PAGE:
White-collar crimes are categorized
by deceit, concealment, or violation of trust and are not dependent on the application
or threat of physical force or violence. Such acts are committed by individuals
and organizations to obtain money, property, or services, to avoid the payment
or loss of money or services, or to secure a personal or business advantage.
The FBI investigates white-collar criminal activities, such as money laundering,
securities and commodities fraud, bank fraud and embezzlement, environmental crimes,
fraud against the government, health care fraud, election law violations, copyright
violations, and telemarketing fraud. In general, the FBI focuses on organized
crime activities that are international, national, or regional in scope and where
the FBI can bring to bear unique expertise or capabilities that increase the likelihood
of a successful investigation and prosecution. In the health care fraud arena,
the FBI targets systemic abuses, such as large-scale billing fraud that is national
or regional in scope and fraudulent activities that threaten the safety of patients.
The FBI pursues financial institution fraud involving $100,000 or more. In cases
of telemarketing and insurance fraud, the FBI will generally become involved where
there is evidence of nationwide or international activities.
INFRINGEMENT CASE: OPERATION CYBERSTORM
In March 2000, the FBI started
undercover operation CYBERSTORM to find and prosecute individuals and groups involved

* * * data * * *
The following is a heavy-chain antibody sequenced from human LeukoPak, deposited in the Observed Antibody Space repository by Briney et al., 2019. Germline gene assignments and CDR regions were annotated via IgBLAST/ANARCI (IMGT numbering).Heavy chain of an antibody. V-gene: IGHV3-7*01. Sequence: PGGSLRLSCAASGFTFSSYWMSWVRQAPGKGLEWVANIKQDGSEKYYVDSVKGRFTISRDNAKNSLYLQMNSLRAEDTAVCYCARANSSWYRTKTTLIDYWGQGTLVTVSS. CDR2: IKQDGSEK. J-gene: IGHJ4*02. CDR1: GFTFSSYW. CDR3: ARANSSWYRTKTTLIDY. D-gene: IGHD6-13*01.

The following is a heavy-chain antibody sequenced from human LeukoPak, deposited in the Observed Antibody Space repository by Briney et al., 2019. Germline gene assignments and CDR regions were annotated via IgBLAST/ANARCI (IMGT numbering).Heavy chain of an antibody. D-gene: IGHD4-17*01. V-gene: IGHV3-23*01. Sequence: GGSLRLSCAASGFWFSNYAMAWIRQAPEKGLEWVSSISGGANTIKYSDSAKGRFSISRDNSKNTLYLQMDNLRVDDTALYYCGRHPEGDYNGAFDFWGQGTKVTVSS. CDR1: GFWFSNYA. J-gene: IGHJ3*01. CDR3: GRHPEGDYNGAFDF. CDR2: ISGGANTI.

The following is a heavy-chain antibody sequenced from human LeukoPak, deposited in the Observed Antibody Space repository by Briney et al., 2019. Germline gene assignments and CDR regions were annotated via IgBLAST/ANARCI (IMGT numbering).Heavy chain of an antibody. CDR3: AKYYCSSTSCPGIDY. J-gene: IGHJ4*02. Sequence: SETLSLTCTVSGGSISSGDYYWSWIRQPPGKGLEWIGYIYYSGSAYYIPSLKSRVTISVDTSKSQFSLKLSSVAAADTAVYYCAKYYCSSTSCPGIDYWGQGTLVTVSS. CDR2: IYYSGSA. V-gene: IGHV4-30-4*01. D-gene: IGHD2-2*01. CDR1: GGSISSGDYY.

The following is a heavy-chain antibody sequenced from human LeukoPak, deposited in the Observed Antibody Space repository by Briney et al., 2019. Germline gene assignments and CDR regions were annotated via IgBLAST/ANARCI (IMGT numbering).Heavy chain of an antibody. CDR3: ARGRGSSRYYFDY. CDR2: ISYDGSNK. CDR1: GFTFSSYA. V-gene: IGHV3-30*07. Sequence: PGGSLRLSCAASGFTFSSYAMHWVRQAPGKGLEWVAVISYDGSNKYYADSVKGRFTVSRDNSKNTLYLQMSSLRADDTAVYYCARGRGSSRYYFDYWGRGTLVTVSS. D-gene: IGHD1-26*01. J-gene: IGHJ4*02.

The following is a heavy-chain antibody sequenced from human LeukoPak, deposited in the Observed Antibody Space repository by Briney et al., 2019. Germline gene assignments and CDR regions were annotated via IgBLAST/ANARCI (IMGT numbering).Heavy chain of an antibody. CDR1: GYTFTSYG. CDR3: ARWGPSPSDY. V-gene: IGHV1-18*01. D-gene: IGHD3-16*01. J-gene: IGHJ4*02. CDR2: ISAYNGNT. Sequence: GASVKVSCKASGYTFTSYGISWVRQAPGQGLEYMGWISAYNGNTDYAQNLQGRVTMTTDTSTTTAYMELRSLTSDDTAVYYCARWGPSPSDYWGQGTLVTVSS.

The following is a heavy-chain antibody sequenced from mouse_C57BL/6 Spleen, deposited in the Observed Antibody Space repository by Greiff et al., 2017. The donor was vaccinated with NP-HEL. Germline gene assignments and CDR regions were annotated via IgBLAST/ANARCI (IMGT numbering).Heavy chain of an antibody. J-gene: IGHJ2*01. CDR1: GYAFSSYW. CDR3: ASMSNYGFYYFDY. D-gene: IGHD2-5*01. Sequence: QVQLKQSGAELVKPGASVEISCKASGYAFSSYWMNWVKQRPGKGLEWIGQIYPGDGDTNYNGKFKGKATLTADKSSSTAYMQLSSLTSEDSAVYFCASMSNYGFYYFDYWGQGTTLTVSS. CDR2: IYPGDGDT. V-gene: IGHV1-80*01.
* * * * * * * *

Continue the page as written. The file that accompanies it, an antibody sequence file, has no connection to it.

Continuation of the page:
in making and selling counterfeit software and illegally re-marking computer central
processing units (CPUs).
Several cooperative witnesses told investigators
that some individuals and companies in San Jose, California, were engaged in the
illegal remarking and brokering of CPUs and the manufacture and sale of counterfeit
computer software. Based on this information, as well as findings from a preliminary
FBI investigation, numerous individuals and companies were identified as being
involved in the production and distribution of re-marked CPUs and counterfeit
An undercover Agent started and ran a phony business engaged
in the buying and selling of gray market CPUs and computer software. In order
to be accepted by the computer industry, the Agent routinely purchased counterfeit
products and sold legitimate computer components to targeted companies.
CYBERSTORM uncovered a large network of software pirates and manufacturers in
California. On April 18, 2002, 27 individuals were arrested, and the counterfeit
products recovered during the conduct of these searches were estimated to be in
the tens of millions of dollars.
CARE FRAUD CASE: ROBERT R. COURTNEY
In July 2001, the FBI's Kansas City
Division discovered that Robert Courtney, a pharmacist, was diluting doses of
Gemzar and Taxol, two chemotherapy drugs used to treat cancer patients. Agents
set up a sting operation to purchase drugs from Courtney's pharmacy and sent approximately
six prescriptions to the Food and Drug Administration for testing. The tests showed
that prescriptions prepared by Courtney, which should have had 100 percent of